At the university, I had a class on botany. At that time of my life, I didn’t have ANY direction as to my life’s work. So, I spent my early university life majoring in changing majors. I believe I finally settled on majoring in minors. I think I have a minor in almost everything except foreign language which was the ONE thing I was attempting to avoid. Somewhere in one of my course corrections, I had to take this botany class. The most interesting aspect of the class, was the professor who could remember the name of every one of the 300+ students AND which seat they sat in the lecture hall!
There’s really only two things I remember from class; one, that the reason plants “turn” to the sun, is because the sun, through photosynthesis, limits cell elongation on the sun lit side of the stem and two, the reason leaves are green is because of chlorophyl.
We here in the middle mid-west have suffered through one of the worst droughts in history, at least back to the dust bowl era. I’m not here to discuss or expound upon the truths, myths or arguments of global warming–oops, I mean global climate change (If I’m not politically correct some government agency will surely get me–what’s happened to the Republic??-There I go again.)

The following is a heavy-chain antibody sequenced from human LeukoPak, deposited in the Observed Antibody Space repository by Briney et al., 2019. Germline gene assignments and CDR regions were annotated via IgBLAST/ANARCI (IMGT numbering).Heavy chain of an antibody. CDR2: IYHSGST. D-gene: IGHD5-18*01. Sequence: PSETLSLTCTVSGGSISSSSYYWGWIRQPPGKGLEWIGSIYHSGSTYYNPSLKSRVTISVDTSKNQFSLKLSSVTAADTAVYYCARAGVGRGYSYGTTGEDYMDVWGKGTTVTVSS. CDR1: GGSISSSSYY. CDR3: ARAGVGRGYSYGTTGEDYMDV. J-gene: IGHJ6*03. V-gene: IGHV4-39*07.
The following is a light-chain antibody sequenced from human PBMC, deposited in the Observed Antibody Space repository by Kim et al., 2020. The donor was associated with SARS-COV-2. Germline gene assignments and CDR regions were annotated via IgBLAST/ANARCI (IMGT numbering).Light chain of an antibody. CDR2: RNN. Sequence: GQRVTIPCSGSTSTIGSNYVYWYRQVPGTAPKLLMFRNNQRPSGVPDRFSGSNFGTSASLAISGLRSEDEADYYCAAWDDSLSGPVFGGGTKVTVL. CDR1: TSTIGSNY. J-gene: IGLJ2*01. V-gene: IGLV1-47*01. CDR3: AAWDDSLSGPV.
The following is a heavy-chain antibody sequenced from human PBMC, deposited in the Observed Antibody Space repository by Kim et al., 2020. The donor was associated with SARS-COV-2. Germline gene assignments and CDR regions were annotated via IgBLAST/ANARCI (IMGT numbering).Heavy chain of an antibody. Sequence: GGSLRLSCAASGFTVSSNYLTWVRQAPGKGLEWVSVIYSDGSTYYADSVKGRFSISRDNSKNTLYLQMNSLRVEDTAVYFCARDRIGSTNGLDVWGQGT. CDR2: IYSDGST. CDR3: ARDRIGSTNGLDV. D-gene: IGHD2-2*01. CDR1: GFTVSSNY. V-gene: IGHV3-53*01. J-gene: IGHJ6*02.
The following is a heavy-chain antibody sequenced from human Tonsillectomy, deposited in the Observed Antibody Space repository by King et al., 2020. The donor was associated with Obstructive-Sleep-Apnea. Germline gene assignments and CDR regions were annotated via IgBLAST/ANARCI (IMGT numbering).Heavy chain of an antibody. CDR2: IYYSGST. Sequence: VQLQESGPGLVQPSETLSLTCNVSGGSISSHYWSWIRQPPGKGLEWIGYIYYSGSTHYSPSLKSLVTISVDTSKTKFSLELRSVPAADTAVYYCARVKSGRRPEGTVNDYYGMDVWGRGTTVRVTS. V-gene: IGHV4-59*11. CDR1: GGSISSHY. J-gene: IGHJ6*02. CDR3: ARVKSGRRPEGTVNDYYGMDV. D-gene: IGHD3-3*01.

A number knowledgable persons have stated that do to the summer drought, fall colors will be less than spectacular this year. Ok, I’ll accept that they took more botany classes than I did. But, as I look out here, the chlorophyl is “escaping” from these leaves, leaving the remaining colors. The trees in MY woods are bursting out in vibrant yellows and reds like I’ve never seen. I guess my trees didn’t listen to the experts.
Is it MY imagination or is a reality, that just as the colors begin to peak, the wind blows harder and longer, while rain is more driving, which brings every leaf to the ground at my feet? The maples were yellows and reds, the ash (before the ash bore annihilates them) are amber, the hickory’s are golden, fantastic. Well, that was yesterday. Today, I can seen my neighbors. I now have what my granddaughter calls “spiky trees”, leafless trees.